Dismiss Notice
Join Physics Forums Today!
The friendliest, high quality science and math community on the planet! Everyone who loves science is here!

Photons (compton effect, pair production)

  1. Aug 28, 2005 #1


    User Avatar

    How can a photon knock an electron from a shell, entirely out of the atom?
    (i.e PhotoElectric Effect)

    Photons have 0 rest mass, and little relativistic mass?

    For force, F = ma

    For example, let m = negligable (like the photon's mass is) mass so = mn

    If F = (mn)a and mn is small, then no matter how fast the acceleration, in this case c = 3.0*10^8ms-1, Force will still be negligable.

    Yes, it is true that you cannot use classical mechanics and apply it directly to quantum physics, in this case it would be better to use relatavisitic calculations, but most formula's in QM were developed from classical motion formulas. Just take the bohr radius for example, its a contruction centripetal acceleration (classical circular motion), F = ma is even interpolated in it, Couloms Law and other formula's. This gives the bohr radius 0.0529 * 10^ -10m

    I propose that an electron can only absorb or reflect a photon...
    If it absorbs the photon, the electron will go into an exicted state, i.e its energy will be greater, and it will leave the discrete quantised energy level which requires the electrons to be at a certain energy.

    Both wavefunctions for electrons and photons are on the scale of nano meters or 10^-10 m. Is there a correllation between the W0 (work function) proposed by Einstien, - i.e the minimum energy needed to knock an electron out of an atom, and the wavelength of an electron in a particular energy level to the wavelength of the incident photon that has W0?
    Maybe wavefunctions of the same frequency or wavelength determine wheter a photon is absorbed or reflected?

    And why do we talk of photons as is they are comparable in anyway to a fermion or hadron? Like when we say when an electron jumps from a higher shell to a lower shell, it will emit one red photon for example.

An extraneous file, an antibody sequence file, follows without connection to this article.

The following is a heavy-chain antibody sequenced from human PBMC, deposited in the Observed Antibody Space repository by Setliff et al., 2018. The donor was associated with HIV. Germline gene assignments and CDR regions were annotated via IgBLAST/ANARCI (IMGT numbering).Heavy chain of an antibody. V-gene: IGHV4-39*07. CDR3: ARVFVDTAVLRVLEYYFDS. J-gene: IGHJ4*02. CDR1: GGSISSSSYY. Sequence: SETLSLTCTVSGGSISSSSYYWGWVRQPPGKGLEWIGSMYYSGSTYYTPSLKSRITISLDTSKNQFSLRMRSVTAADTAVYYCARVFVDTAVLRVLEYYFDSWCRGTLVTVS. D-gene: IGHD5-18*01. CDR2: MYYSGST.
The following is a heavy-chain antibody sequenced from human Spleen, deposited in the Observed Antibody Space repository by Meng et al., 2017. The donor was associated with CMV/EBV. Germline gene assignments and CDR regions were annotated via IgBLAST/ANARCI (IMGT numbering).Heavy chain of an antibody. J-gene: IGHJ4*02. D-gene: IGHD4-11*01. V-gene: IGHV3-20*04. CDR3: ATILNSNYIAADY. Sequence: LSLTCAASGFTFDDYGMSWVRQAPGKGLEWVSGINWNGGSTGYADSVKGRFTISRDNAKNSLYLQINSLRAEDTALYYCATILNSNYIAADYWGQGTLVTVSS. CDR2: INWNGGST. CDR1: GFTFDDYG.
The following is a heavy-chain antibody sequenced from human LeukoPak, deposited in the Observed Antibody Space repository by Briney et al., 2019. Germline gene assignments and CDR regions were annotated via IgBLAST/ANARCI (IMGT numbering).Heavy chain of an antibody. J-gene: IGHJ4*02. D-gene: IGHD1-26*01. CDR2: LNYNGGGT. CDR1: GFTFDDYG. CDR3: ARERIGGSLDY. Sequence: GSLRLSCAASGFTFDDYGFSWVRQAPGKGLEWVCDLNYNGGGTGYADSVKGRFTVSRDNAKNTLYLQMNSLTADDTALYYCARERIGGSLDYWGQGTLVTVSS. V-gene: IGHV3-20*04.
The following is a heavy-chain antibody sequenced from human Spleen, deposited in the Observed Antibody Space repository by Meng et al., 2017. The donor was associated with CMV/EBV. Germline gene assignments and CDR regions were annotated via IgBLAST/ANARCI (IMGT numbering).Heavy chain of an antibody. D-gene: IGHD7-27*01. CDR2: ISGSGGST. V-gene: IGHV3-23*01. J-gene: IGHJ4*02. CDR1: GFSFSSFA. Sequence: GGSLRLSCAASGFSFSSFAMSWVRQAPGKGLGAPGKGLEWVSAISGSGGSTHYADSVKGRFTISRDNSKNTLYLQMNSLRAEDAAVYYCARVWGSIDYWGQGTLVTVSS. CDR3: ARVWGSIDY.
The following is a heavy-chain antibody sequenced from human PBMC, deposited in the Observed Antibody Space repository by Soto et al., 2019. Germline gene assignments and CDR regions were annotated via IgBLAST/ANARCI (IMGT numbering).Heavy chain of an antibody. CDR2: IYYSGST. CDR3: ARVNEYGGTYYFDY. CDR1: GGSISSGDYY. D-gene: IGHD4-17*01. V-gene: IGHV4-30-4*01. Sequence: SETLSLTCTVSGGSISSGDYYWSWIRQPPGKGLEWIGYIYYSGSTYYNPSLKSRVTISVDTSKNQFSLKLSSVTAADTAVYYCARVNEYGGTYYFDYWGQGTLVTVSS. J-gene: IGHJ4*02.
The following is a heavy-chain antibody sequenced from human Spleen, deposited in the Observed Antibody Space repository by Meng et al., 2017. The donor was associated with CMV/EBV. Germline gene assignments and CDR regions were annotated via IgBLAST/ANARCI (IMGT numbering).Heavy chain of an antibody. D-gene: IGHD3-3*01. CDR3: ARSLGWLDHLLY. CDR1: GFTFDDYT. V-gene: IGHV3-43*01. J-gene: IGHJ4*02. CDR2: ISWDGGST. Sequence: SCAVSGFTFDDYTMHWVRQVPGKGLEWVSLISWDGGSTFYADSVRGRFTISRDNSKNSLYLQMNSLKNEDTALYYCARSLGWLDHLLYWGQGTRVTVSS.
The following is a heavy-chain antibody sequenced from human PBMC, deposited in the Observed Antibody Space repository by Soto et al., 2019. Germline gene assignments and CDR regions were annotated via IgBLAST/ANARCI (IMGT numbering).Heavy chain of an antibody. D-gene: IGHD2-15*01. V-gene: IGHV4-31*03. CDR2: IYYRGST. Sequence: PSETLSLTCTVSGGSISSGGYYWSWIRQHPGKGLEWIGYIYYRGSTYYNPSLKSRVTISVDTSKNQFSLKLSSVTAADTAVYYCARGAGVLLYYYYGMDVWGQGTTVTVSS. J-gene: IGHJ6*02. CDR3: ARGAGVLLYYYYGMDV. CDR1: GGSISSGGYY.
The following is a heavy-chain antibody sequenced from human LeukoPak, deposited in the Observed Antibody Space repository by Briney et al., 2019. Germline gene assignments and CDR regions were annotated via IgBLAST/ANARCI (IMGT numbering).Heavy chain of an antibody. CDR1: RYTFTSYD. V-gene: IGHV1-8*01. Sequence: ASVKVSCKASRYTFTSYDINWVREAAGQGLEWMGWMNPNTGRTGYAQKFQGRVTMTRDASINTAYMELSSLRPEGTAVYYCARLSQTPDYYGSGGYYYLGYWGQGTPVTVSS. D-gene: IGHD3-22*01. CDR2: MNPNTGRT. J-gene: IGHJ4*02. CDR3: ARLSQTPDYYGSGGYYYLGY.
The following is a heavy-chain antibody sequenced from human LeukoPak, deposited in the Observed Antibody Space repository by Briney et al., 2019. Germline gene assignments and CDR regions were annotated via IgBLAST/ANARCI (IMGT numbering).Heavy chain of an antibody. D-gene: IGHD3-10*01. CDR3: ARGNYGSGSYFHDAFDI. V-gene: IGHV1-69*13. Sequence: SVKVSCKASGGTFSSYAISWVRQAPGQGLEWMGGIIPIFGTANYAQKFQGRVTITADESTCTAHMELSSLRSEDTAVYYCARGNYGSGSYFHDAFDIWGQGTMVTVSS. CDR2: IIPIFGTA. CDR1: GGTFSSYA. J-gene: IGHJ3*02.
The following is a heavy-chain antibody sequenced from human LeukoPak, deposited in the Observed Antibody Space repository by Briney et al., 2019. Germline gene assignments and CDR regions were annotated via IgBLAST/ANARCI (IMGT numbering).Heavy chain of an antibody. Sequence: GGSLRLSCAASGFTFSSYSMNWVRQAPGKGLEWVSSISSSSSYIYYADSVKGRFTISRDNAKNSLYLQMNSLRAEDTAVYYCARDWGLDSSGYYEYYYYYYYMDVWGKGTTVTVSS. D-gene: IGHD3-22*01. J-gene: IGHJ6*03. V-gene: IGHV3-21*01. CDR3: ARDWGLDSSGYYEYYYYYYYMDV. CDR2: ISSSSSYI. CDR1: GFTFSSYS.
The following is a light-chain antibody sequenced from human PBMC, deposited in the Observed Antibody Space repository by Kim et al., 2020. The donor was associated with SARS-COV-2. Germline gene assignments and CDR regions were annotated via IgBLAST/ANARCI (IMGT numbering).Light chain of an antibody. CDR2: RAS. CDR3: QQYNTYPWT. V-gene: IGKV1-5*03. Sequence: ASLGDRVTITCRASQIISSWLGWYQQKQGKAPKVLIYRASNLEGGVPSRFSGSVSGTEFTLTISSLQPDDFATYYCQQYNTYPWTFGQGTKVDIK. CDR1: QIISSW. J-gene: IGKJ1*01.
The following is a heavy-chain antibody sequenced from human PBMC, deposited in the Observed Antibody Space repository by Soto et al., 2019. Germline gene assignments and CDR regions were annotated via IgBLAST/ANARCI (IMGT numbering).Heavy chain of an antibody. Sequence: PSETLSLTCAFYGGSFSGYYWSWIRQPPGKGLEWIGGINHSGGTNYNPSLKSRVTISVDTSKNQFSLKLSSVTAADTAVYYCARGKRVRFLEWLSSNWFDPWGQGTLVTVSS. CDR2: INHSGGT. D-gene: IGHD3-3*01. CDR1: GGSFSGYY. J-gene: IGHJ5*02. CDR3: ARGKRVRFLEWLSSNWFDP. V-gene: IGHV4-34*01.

2. jcsd
  3. Aug 28, 2005 #2


    User Avatar
    Staff Emeritus
    Science Advisor
    Education Advisor

    There are so many things that are wrong in here, I don't even know where to start.

    1. You must have slept through the class when Special Relativity was being taught. Photons have MOMENTUM. Now it is up to you to go look up how it can have a momentum but no rest mass.

    2. A photoelectric effect is done on SOLIDS such as metals. The conduction electrons are the ones typically involved in such a process. These electrons are not tired to any atom, but rather to the band structure of the metal. There are no photoionization involved.

    3. A photon isn't "absorbed" by an electron. This is impossible since it violates several conservation rules.

    4. A photon, however, CAN be absorbed by the whole atom, or the solid. The energy level that we all love is the result of WHOLE system, not just the electron (look at the Hamiltonian if you don't believe me). The atom, or solid, absorbs the photon, causing a transition.

    5. The work function has nothing to do with the photon. It has everything to do with the property of the material itself. It doesn't even have anything directly to do with the individual atoms in the material.

    Someone else can tackle the rest.

Know someone interested in this topic? Share this thread via Reddit, Google+, Twitter, or Facebook

Have something to add?

Similar Discussions: Photons (compton effect, pair production)
  1. Compton Effect (Replies: 3)

  2. Compton effect (Replies: 3)

  3. Compton effect (Replies: 3)